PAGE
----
Written by independent automotive journalist David Neyens
Wildly popular from its inception in 1948, the NASCAR stock-car racing circuit is home to some of the fiercest racing anywhere in the world. It pits automobile manufacturers and their racing teams against one another in likely the ultimate application of the “Win on Sunday, sell on Monday” spirit. By the mid-1960s, Chrysler and Ford Motor Company were the only real top-level NASCAR adversaries, and their shared commitment to dominance on the track resulted in some of the fastest and most outrageous racing and road cars ever produced.
Engine development reached a zenith by 1966, with NASCAR imposing a displacement limit on Chrysler’s 426 HEMI engine and a weight factor on Ford’s SOHC 427 cars. Racers and engineers in both camps realized that raw horsepower was no longer sufficient to win, dictating a new emphasis on high-speed aerodynamics. Plymouth stalwart Richard Petty may have won 27 of 49 races during the 1968 NASCAR campaign in his HEMI-powered Plymouth Satellite, but the manufacturer’s archrival Ford enticed him to switch camps to a sleeker, purpose-built Torino Talladega for 1969.
While the more specialized Dodge Charger 500 from 1969 was a definite improvement for Chrysler teams, more drastic measures were required to prevail over Ford. Using the latest wind-tunnel test data gained at Lockheed Martin’s Georgia wind tunnel and model testing at Wichita State University, Chrysler engineers devised a more radical solution: the Dodge Charger Daytona. Featuring a bullet-style extended steel nose cone, chin spoiler, pop-up headlamp and an outrageous but effective rear wing atop tall aircraft-style stabilizers, the Daytona sliced through the air and, in racing trim, rewrote history as the first NASCAR competitor to break the 200-mph barrier. Just enough of these cars, 503 in all, were produced in time to qualify the wild Mopar to race and, when it debuted late in ’69 at the formidable new Talladega Superspeedway, the Daytona scored its first NASCAR win with driver Richard Brickhouse.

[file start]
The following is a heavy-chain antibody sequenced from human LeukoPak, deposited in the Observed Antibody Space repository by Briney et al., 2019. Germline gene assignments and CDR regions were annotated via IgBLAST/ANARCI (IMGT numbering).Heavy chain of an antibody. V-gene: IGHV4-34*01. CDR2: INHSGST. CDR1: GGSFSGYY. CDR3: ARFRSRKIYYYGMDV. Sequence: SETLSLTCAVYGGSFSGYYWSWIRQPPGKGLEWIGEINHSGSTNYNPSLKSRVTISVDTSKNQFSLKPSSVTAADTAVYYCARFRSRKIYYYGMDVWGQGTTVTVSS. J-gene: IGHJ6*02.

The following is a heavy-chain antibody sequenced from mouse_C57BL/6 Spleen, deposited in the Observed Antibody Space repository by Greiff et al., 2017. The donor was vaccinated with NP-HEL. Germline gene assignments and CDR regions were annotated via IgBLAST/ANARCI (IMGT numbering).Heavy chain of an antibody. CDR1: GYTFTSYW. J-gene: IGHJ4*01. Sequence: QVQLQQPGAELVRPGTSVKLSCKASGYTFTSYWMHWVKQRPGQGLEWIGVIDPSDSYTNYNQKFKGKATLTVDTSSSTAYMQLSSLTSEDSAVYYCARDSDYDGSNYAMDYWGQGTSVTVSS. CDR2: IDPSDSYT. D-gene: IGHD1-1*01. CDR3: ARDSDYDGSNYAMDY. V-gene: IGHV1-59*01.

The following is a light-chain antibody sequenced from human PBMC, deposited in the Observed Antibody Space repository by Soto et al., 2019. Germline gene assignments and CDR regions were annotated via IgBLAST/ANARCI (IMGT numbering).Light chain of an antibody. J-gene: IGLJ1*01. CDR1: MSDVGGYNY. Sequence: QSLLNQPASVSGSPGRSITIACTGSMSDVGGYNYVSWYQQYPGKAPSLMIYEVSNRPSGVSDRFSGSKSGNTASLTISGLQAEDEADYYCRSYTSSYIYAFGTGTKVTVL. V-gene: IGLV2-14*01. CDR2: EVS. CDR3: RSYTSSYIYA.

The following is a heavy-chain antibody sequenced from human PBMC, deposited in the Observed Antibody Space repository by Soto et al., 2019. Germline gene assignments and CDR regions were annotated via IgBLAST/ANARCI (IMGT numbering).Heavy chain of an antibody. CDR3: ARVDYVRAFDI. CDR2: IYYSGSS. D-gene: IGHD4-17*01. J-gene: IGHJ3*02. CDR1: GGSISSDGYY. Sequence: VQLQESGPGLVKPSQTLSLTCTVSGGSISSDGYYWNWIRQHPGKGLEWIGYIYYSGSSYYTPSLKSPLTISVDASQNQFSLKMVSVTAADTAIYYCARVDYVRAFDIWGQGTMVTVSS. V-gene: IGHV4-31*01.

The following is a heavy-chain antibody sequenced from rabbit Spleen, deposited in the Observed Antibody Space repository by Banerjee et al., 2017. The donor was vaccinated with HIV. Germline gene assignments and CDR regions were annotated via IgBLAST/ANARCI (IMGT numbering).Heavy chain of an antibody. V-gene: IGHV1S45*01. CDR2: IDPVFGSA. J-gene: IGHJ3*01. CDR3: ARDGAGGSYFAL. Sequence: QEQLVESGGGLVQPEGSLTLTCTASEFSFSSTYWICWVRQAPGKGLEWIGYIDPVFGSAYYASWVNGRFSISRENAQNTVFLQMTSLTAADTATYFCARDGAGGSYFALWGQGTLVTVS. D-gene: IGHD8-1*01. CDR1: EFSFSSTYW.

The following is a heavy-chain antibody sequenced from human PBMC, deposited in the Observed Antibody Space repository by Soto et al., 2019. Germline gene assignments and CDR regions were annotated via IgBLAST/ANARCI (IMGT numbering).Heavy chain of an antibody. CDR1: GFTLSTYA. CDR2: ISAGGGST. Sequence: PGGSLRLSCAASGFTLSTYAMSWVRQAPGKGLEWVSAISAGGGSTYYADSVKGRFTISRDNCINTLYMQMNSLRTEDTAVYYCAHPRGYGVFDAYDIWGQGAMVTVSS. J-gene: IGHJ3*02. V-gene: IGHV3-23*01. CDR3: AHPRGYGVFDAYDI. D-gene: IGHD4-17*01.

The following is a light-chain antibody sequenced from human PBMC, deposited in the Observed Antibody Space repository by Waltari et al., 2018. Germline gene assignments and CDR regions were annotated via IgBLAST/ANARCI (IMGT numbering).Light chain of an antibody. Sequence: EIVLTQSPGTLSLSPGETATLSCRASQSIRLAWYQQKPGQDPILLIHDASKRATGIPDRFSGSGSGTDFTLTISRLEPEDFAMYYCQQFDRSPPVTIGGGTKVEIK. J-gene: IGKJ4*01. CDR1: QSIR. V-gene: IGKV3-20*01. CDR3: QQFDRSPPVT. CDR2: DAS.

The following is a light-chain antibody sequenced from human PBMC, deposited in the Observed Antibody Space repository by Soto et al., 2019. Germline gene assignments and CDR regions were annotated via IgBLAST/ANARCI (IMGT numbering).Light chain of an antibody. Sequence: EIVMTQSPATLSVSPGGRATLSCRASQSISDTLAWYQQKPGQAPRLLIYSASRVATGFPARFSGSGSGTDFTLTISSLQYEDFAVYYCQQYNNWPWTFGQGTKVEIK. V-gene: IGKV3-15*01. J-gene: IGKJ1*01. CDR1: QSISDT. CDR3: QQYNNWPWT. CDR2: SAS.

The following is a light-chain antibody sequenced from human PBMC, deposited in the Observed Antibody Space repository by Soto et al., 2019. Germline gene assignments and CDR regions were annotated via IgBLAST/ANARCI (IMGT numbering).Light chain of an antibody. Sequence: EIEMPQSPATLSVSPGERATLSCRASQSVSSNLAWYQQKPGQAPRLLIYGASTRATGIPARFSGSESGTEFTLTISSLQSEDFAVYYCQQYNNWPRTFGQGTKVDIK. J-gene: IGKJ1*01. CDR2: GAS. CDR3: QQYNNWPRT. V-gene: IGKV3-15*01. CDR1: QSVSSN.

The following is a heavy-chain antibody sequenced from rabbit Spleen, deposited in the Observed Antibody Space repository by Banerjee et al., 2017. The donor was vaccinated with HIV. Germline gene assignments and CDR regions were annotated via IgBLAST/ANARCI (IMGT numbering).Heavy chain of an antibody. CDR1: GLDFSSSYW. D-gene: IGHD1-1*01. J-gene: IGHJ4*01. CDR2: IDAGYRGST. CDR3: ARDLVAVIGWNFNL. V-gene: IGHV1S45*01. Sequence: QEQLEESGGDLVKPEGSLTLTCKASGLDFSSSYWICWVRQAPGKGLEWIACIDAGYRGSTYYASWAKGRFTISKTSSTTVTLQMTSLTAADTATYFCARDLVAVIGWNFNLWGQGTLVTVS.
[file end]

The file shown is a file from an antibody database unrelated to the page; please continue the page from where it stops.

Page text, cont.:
Development of a Plymouth counterpart to the Daytona kicked off in June 1969, but temporarily halted that August before NASCAR announced a new 1,000-car production requirement or a number equal to half a company’s dealers, whichever was highest, in order to race — giving the Superbird a new lease on life. Unknown to many enthusiasts, the Road Runner-based Superbird was quite different from the Charger-based Daytona, with no interchangeable body parts other than the hood and front fenders from the B-body Coronet. A textured vinyl roof covering hid the revised rear-window seams and the Superbird’s rear wing was even taller than the Daytona’s, with the stabilizers/supports raked further back than those of Chrysler’s car. Encouraged by the Superbird’s potential for speed, Petty returned to the Plymouth fold for 1970. While he did not win the 1970 NASCAR Grand National championship, he did score eight of Plymouth’s 21 victories in 1970.
Nearly four times more Superbirds were built than the Daytona, with Superbird production reaching 1,935 cars — all constructed between October 23 and December 15, 1969. Given its hefty pricing, specialized nature and wild looks, the Superbird was a slow seller, with many of the outlandish, extremely specialized cars often taking several years to finally leave dealer lots. Today, those very characteristics make the rare Superbird one of the most collectible and unforgettable American high-performance cars ever built.
As with the Charger Daytona before it, the Superbird was available with a choice of the formidable 375-horsepower 440ci V8 engine, the 390-horsepower Six-Barrel 440ci V8 engine or the 425-horsepower 426 Street HEMI engine with a dual 4-barrel carburetor. Only 716 Superbirds left the factory with the wicked yet easily maintained V-Code 440ci Six-Barrel V8 engine, including this fresh, 2-year rotisserie-restored example completed in 2021. A coveted matching-numbers vehicle, this immensely collectible specimen is rarer still as one of just 408 equipped with Chrysler’s renowned TorqueFlite automatic transmission. This outstanding Superbird is finished in B5 Blue paint with black accents and retains all its original body panels with the sole exception of the rear quarter panels. The new, period-correct white interior includes a no-nonsense front bench seat and column-mounted shift lever. An AM radio, power-assisted brakes and power steering deliver cruising with ease.
Classic Mopar expert Dave Wise has inspected this rare, matching-numbers Superbird, and it comes to the October 20-22 Houston Auction with a Wise Vehicle Validation Report, restoration receipts and a listing in the MMC Detroit Global Registry.
Join us in Texas to see this pristine Superbird, and many other spectacular Chrysler and Ford vehicles, cross the auction block with No Reserve. Register to bid today to be part of the action.
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